Henry Pascale was born in Omaha, NB March 7, 1894. The 1900 U.S. Census, his first, listed him as Henry Pascole (age 6), living with his parents, Vito (37) and Ida (Petose; 37) in Omaha, NB. He lived with three brothers and three sisters. His parents were born in Italy and had moved to the United States in 1880. His father's occupation was coded as "barber."
The 1910 Census listed four more siblings, bringing the household to twelve. They lived in Omaha and his father, Vito, still practiced barbering. I could not find his 1920 Census under either Pascale of Pascole. This is probably because he was assigned to duty in France according to the Army and Navy Register of June 21, 1919.
Pascale landed four times at Tucson. He visted first on Saturday, April 26, 1926. He was flying 25-425, a Douglas C-1 transport. He carried four passengers identified as Burge, V.L., Capt., Hoyt, R.G., Capt., Colliver, H.C., Lt. and Hanlon, W.J. Based at Fairfield, OH, they were westbound from El Paso, TX to Santa Monica, CA (probably the Douglas factory there). Their airplane was assigned McCook Field P number P-394. It had been shipped to Fairfield Air Intermediate Depot on October 27, 1925.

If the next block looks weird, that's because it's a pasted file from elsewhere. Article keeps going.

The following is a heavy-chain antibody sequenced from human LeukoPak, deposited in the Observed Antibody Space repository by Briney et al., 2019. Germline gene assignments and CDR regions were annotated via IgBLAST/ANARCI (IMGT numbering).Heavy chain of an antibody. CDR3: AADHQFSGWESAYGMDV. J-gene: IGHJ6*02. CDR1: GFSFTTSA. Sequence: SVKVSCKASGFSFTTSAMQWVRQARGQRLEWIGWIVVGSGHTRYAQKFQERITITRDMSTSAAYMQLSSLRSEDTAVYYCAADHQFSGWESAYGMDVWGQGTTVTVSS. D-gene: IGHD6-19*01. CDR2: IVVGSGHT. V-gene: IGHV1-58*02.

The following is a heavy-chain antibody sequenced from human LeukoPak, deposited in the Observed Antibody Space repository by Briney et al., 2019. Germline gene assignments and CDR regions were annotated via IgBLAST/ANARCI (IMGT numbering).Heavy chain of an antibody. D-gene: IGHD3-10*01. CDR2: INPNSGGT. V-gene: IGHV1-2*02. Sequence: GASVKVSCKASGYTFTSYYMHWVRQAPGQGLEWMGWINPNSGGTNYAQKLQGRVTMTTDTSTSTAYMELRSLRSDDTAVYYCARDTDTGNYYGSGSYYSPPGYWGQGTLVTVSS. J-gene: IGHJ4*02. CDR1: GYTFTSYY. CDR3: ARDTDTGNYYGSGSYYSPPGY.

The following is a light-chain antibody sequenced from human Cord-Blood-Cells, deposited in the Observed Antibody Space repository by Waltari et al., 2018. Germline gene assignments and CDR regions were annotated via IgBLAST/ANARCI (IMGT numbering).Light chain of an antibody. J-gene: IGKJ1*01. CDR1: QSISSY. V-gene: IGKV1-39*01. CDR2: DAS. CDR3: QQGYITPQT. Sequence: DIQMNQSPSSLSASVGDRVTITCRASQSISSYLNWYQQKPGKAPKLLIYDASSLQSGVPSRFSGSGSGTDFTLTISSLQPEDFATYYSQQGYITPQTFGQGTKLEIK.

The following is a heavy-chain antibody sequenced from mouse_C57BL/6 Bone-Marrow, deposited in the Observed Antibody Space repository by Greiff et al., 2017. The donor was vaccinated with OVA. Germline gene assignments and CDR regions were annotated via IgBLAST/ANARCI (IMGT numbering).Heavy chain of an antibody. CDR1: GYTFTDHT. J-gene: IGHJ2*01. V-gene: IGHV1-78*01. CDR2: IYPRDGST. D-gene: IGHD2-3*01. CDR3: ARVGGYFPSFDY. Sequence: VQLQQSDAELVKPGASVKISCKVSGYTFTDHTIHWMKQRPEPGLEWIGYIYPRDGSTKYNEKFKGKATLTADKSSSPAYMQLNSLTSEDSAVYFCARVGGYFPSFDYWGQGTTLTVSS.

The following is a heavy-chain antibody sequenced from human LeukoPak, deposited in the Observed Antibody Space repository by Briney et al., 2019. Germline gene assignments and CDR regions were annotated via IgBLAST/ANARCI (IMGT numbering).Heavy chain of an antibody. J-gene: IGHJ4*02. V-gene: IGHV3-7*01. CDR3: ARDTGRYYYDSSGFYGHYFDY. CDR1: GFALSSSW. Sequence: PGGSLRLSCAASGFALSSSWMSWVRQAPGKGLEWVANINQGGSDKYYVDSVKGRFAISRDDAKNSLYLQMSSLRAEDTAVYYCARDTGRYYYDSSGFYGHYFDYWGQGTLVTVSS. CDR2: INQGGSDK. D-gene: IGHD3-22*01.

His second landing was on Thursday, March 27, 1930. He did not identify his plane type or registration number, but he carried five passengers including Capt. F.D. Hackett and Register pilot Major Hugh J. Knerr. Based at Langley Field, Hampton, VA, they were westbound from Langley. Accompanying Pascale, and signed in the Register, are 26 names of lieutenants, all in one handwriting. No aircraft types or numbers were specified, or who was flying them. Written vertically after their names is "Second Bombardment Groupe [sic] Langley Field, Va."
The 1930 Census, taken on April 4th that year, listed Pascale living in officer's quarters a Langley Field, VA. The Census was recorded between his second and third landing at Tucson, whe he was stationed there.